The Huffington Post, July 10, 2014
Is It Getting Crowded In Here?
There's something that distinguishes humans from other animals besides our opposable thumbs: There has never, in the history of the world, been another large vertebrate land animal whose population has grown as much, as quickly or with such devastating consequences as ours. It's safe to assume we're also the only species that will be recognizing World Population Day on Friday, July 11.
World Population Day was designated by the United Nations back in 1989 -- when there were just over 5 billion people in the world -- to highlight the urgency and importance of global population issues. Twenty-five years later, there are more than 7 billion people on the planet -- with 227,000 more added every single day -- and we're not leaving much room for wildlife. Species are going extinct at the fastest rate since the time of the dinosaurs, and studies point to human population growth and overconsumption as the primary drivers.
And it's not just other species feeling the squeeze from our overwhelming growth. We're facing extreme weather driven by climate change, rising sea levels and unprecedented drought. In our daily lives, more of us are noticing never-ending traffic jams and parks turned into parking lots as sprawl takes over some of our last remaining open spaces. The planet is feeling a bit crowded for everyone.
Yet this isn't a topic you're likely to hear around the dinner table. But it needs to be. Not just over dinner, but around the water cooler, at the bar, in the news and on social media. We need to talk about the reality of population growth, what it means for us and the planet, and what we can do about it.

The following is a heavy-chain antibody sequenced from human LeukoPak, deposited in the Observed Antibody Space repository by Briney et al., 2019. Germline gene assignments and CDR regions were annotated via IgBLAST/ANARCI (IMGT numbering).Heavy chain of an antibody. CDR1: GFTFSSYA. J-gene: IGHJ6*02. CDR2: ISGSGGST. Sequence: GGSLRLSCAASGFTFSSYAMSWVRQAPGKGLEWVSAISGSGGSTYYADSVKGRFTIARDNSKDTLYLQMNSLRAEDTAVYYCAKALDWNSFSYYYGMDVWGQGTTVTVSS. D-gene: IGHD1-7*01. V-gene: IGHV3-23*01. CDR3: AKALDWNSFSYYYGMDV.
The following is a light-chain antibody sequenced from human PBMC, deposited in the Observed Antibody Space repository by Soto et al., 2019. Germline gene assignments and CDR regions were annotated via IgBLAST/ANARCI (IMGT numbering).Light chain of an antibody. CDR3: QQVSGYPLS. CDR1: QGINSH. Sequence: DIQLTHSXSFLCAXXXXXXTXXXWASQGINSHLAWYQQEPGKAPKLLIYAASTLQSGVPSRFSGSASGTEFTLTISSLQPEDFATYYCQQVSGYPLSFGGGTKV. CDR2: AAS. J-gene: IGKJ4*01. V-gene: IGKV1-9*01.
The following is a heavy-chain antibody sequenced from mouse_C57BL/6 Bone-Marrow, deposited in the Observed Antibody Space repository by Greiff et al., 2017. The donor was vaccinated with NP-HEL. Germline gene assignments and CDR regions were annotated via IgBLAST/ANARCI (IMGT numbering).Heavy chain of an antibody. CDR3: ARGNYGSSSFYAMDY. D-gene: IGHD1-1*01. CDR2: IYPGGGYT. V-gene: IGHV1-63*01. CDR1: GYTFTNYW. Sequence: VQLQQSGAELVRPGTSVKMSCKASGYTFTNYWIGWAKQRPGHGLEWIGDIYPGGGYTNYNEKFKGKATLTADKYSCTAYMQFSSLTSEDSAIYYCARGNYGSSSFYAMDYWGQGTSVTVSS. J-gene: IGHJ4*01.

That's why the Center for Biological Diversity, where I work, launched the Crowded Planet campaign in honor of World Population Day. Over the past few weeks, people have been posting photos on Instagram, Facebook and Twitter with the #CrowdedPlanet hashtag showing how living in a world of 7 billion affects their lives and the planet. From wildlife whose home has been turned into golf courses to pristine natural areas that are becoming harder to find, the result has brought new, personal and powerful perspectives to the population conversation.
Want to see more? You can view all of the Crowded Planet photos here or onFacebook. And you can still join the conversation by posting your own photos on social media using the #CrowdedPlanet hashtag. Because talking about these issues is the first step to addressing them.
These images are a snapshot of how population has changed our lives, but with increased access to family planning, reproductive health care and education, we can slow population growth and develop a new picture for the next World Population Day -- one with a positive future for people and wildlife around the world.
This article originally appeared here.
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